$120B sits in donor-advised funds. How can donors 'finish the job'?

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David Risher, CEO of Worldreader, and his wife Jennifer Risher. Photo by: Risher Family

SAN FRANCISCO — David Risher, CEO of Worldreader, has a unique perspective on donor-advised funds.

When donors put money into a donor-advised fund, or DAF, they get a tax break without having to give that money to charity in the same year. Currently, over $120 billion is sitting in these accounts.

A former executive of Microsoft and Amazon, Risher has a DAF together with his wife, Jennifer, so he brings the point of view of both a fundraiser and a philanthropist to the debate over DAFs.

In June, the Rishers launched #HalfMyDAF to get DAF holders to commit to granting half of their DAF by Sept. 30. The effort builds on a message Risher shared on social media encouraging those who have given to DAFs to “finish the job.” The Rishers offered $1 million in the form of matching grants and invited other donors to join them in order to increase the matching pool.

As the COVID-19 pandemic forces many nonprofits to close their doors, #HalfMyDAF is one of several calls for DAF holders to give now, when the need is greatest. Risher said his experience on the fundraising side was what ultimately led to the launch of #HalfMyDAF.

“It was entirely because I’d spent so much time on the other side trying to solicit and put opportunities in front of people,” he said.

Many implementers do not have enough familiarity with DAFs to understand what an untapped fundraising opportunity they present, Risher said.

“If the job is to give money away, then do the job. Don’t get confused and think the job is to hold onto it for as long as possible,” Risher said.

In addition to targeting donors through #HalfMyDAF, the Rishers are offering advice for nonprofits on how to engage with DAFs.

If nonprofits go through their donor databases and see checks from institutions like Charles Schwab, Fidelity Investments, the Vanguard Group, or a community foundation, they are most likely from donor-advised funds, Risher said.

“Use some clues to figure out who your DAF holders are,” he said. “Then figure out who’s behind that.”

Nonprofits should try to figure out who the individuals behind these accounts are, as these donors have signaled an interest in the organization or the cause and may have greater capacity to give, Risher advised.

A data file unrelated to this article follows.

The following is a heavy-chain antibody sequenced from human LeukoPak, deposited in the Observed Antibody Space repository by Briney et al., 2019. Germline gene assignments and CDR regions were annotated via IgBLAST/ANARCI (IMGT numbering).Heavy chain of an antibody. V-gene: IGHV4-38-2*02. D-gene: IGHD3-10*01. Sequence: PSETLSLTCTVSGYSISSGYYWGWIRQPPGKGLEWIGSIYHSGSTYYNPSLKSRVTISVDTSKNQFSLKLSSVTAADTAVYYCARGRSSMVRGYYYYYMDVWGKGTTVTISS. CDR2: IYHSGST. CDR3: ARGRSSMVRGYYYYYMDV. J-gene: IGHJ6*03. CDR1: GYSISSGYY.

Sometimes, donors have a hard time deciding whether to dedicate their resources to immediate priorities or longer-term problems, he said. That can lead to a portfolio approach to giving, but it should not be an excuse to do nothing, he added.

Via Twitter.

“To me, the answer is always give now,” Risher said. “Solve the problems today, because those problems aren’t likely to get easier to solve over time.”

As of last week, #HalfMyDAF had mobilized $5 million in commitments to nonprofits. Risher acknowledged that $5 million is nowhere near the kind of momentum needed to get donors to spend down $120 billion in DAFs. But people told him this was exactly the nudge they needed, which convinced him that #HalfMyDAF should continue.

“If the job is to give money away, then do the job. Don’t get confused and think the job is to hold onto it for as long as possible.”

— David Risher, CEO, Worldreader

“There are a lot of people who, given a little bit of a nudge, are willing to step up,” Risher said. “$5 million is great, but $120 billion is a lot, so then the question becomes: What do you do next?”

The Rishers are starting to strategize what the next campaign might look like. For example, they might ask donors to identify issue areas such as racial justice or climate change and come in alongside them with matching funds.

In the meantime, Risher said he wants to be very intentional about the tone he sets.

“It’s not a tone of ‘Eat your spinach,’ or ‘You need to be doing more,’” he said. “It’s really a tone of ‘Giving can be joyful if you get into it,” he said.

About the author

  • Catherine Cheney

    Catherine Cheney is a Senior Reporter for Devex. She covers the West Coast of the U.S., focusing on the role of technology, innovation, and philanthropy in achieving the Sustainable Development Goals. And she frequently represents Devex as a speaker and moderator. Prior to joining Devex, Catherine earned her bachelor’s and master’s degrees from Yale University, worked as a web producer for POLITICO and reporter for World Politics Review, and helped to launch NationSwell. Catherine has reported domestically and internationally for outlets including The Atlantic and the Washington Post. Catherine also works for the Solutions Journalism Network, a non profit that trains and connects reporters to cover responses to problems.